Well…it’s been a long time since I’ve picked up a classic book. And I must be honest. This lush and lyrical novel was somewhat required reading since it was the first pick of a new book club I am hosting at my local library. I do not choose the titles but asked the librarian why she picked this melancholy classic and it was an easy answer. Marquez just passed away in April 2014 and she wanted to honor his work with one of his books that would heighten the discussion element. Um, yes there is much to discuss and debate. So let’s begin.
According to Goodreads: “In their youth, Florentino Ariza and Fermina Daza fall passionately in love. When Fermina eventually chooses to marry a wealthy, well-born doctor, Florentino is devastated, but he is a romantic. As he rises in his business career he whiles away the years in 622 affairs–yet he reserves his heart for Fermina. Her husband dies at last, and Florentino purposefully attends the funeral. Fifty years, nine months, and four days after he first declared his love for Fermina, he will do so again.”
According to BookList: “These characters are deeply, intricately, fascinatingly drawn. The poetry of the author’s style, the humor in his voice, the joyous detail with which the plot is upholstered–all are reasons to live in this lush, luxurious novel for as long as you desire. Garcia Marquez most definitely eschews economy of presentation; he practices studied indirection, with entrancing digressions into characters’ lives, past and present. But the narrative is perfectly followable; it builds slowly, deliberately, but in no way ponderously. This is a beautiful story, beautifully told, and it should not be missed by any reader, whether he or she is familiar with the author’s work or not.”
This was my first Márquez novel and without a doubt one of the most beautifully written and stylistically complex. We’re talking sentences upon sentences of words strung together that reads as poetry giving the reader the emotional depth of what Florentino is feeling during this 50+ year obsession:
“To him she seemed so beautiful, so seductive, so different from ordinary people, that he could not understand why no one was as disturbed as he by the clicking of her heels on the paving stones, why no one else’s heart was wild with the breeze stirred by the sighs of her veils, why everyone did not go mad with the movements of her braid, the flight of her hands, the gold of her laughter. He had not missed a single one of her gestures, not one of the indications of her character, but he did not dare approach her for fear of destroying the spell.”
This story can not be read quickly. It was not a page turner for me. I stated that Florentino appeared “obsessed” with Fermina and I felt that more than I did his passion for her. He at times appeared a fool and somewhat of a simpering idiot who made himself literally sick because of the fact that he couldn’t be with her. And I did have a problem with the “company” he kept to help relieve the pain he felt while waiting for her. 600+ women? Really? He would rather feel pain, literal pain and sickness, to know that he was alive. In one case by eating flowers that reminded him of her, making him violently ill. Hmm…maybe that is where my over-active brain couldn’t allow for the magical realism, that Márquez was famously known for.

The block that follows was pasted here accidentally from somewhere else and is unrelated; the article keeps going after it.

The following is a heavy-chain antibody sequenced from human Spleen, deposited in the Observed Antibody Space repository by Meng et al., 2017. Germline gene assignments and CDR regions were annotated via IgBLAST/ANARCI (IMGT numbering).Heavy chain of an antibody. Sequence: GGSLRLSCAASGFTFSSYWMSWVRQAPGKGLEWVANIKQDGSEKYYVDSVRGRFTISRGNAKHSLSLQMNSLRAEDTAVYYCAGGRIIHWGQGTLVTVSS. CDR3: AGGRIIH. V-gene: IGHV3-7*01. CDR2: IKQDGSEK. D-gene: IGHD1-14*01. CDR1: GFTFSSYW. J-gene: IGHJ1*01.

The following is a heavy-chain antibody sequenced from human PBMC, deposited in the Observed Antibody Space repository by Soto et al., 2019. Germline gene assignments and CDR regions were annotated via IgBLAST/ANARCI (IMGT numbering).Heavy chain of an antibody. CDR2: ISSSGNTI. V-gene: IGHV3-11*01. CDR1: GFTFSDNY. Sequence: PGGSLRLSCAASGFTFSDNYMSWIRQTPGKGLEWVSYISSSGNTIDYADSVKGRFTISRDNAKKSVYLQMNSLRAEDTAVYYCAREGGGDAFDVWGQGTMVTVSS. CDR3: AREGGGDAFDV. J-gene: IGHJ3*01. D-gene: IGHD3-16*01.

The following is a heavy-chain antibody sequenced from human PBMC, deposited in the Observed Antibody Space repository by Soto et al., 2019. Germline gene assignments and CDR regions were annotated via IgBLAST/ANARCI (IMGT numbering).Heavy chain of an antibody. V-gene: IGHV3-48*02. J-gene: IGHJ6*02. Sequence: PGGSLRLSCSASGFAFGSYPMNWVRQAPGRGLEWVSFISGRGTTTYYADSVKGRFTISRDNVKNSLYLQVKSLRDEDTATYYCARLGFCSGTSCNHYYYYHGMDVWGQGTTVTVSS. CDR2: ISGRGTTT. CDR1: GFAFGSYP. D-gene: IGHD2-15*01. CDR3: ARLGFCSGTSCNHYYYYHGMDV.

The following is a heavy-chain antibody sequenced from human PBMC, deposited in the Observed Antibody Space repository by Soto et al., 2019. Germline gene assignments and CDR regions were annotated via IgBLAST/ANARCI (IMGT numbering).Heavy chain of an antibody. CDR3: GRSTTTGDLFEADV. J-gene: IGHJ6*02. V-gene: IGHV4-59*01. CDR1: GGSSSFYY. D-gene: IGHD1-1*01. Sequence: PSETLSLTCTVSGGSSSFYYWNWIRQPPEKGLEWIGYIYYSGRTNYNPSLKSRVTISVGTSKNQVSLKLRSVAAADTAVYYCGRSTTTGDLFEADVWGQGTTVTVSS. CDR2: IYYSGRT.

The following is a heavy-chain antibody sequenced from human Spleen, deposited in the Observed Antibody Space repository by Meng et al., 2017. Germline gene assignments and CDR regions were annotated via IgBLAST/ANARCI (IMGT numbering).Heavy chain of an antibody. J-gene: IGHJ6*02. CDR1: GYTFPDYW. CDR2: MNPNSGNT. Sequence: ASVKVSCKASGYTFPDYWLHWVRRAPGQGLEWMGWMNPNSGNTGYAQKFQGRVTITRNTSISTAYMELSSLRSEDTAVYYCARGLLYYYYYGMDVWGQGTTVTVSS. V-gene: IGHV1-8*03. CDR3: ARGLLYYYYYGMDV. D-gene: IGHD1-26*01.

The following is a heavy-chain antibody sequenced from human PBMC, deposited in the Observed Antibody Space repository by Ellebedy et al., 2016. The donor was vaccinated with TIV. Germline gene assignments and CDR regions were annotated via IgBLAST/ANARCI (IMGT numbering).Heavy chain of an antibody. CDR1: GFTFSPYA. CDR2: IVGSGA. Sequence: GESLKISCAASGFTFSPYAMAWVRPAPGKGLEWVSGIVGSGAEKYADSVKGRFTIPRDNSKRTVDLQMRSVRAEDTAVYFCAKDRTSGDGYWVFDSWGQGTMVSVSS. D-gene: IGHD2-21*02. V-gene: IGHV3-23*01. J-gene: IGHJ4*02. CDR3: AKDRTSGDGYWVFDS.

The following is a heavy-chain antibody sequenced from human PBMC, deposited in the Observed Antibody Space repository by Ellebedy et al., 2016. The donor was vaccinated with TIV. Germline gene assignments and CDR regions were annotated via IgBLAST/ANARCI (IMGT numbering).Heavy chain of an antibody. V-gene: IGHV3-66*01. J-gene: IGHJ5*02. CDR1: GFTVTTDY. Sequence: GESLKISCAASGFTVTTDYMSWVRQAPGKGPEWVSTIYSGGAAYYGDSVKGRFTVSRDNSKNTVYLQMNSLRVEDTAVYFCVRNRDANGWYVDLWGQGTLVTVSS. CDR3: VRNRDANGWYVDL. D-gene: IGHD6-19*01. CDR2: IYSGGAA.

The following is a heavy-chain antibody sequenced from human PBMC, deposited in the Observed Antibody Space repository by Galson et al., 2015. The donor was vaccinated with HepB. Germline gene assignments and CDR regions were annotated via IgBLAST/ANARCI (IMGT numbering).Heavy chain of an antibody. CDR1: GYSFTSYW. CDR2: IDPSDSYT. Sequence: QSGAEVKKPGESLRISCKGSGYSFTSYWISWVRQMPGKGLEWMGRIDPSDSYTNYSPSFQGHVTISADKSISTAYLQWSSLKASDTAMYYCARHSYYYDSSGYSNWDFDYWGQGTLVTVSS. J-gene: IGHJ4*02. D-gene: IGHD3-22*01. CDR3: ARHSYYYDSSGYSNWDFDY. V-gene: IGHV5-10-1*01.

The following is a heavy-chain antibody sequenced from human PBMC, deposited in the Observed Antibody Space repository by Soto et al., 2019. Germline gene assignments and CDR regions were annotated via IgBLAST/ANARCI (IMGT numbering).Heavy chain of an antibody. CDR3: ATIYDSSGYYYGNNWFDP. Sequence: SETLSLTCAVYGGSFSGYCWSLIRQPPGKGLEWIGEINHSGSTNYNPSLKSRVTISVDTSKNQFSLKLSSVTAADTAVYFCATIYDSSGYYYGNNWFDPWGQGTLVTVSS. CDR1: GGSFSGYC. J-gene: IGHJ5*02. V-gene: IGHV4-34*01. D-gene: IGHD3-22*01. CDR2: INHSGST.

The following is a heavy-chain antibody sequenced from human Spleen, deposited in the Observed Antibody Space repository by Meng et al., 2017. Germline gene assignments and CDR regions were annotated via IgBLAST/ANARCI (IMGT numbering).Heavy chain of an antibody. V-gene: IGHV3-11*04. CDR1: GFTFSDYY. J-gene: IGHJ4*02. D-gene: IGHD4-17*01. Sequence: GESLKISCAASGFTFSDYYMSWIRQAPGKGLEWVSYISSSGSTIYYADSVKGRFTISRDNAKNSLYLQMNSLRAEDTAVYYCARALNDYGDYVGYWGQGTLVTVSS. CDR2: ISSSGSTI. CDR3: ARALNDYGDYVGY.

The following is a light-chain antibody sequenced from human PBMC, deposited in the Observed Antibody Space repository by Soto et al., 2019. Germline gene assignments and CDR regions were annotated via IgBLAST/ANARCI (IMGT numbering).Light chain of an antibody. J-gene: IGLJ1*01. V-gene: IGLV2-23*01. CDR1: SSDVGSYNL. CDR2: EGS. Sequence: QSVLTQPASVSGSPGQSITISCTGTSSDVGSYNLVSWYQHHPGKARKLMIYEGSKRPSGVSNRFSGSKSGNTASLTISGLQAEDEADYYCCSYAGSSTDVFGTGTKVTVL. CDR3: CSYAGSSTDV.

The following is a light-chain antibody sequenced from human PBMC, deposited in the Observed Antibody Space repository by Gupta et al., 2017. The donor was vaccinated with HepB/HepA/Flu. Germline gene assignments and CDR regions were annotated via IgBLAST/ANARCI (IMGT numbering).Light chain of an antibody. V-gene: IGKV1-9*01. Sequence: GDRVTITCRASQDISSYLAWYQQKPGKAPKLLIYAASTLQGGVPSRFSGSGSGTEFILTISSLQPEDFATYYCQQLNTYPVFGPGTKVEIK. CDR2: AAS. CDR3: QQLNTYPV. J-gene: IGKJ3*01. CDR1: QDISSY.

The themes of “love as an emotional and physical plague” and “the fear and intolerance of aging and death” as well as “suffering in the name of love” were strongly woven throughout the entire story. I was wondering why Márquez wrote such a tormented story about love and aging, seeing as this was not his last book penned. But I quickly found out that many of his books visit similar themes (over abundant sex, passion, aging, longing, grief, despair) and when doing further research I found it interesting that he too waited almost fourteen years to marry the woman he loved. His father was considered somewhat of a philanderer in their community and much of this history provided the basis for Love in the Time of Cholera.
The literary reader in me loved the writing and gorgeous prose. The romantic in me felt it was over the top and desperate. I didn’t really feel Fermina reciprocate the sentiments. She seemed indifferent with both Florentino and Dr. Urbino. She was more of the hero to the story with her strong demeanor and rational views. The feminist in me cheered on Fermina’s dismissal of this whiney man and wanted to beat the stuffing out of Florentino for his lewd behavior. (América Vicuña? Seriously?)
While I did appreciate this classic novel, a real testament to “they don’t write ’em like this these days”, I am not sure if I will pick up another Márquez book. But I am told by many that I should read A Hundred Years of Solitude, so maybe I will. And of course, I did watch the movie version after the book and it was just ok. The number of poignant scenes that were ignored and/or omitted was disappointing. The strong cast of actors are the pull, though: Javier Bardem, Benjamin Bratt, Giovanna Mezzogiorno, John Leguizamo, Liev Schrieber, Hector Elizondo and on and on. Javier Bardem, of course, steals the entire movie with his genius transformation as quite the pathetic and kind of mentally disturbed Florentino. Maybe I shouldn’t have watched the movie because it did over simplify and weaken Marquez’s overall theme of unrequited love, passion and agelessness.
My Read-Alike books are compiled after an extensive result from NoveList, Encore and Goodreads. I chose only a few books that might appeal to many different readers. In this case: Classics, Magical Realism, Romance, Contemporary, Short Stories. Enjoy!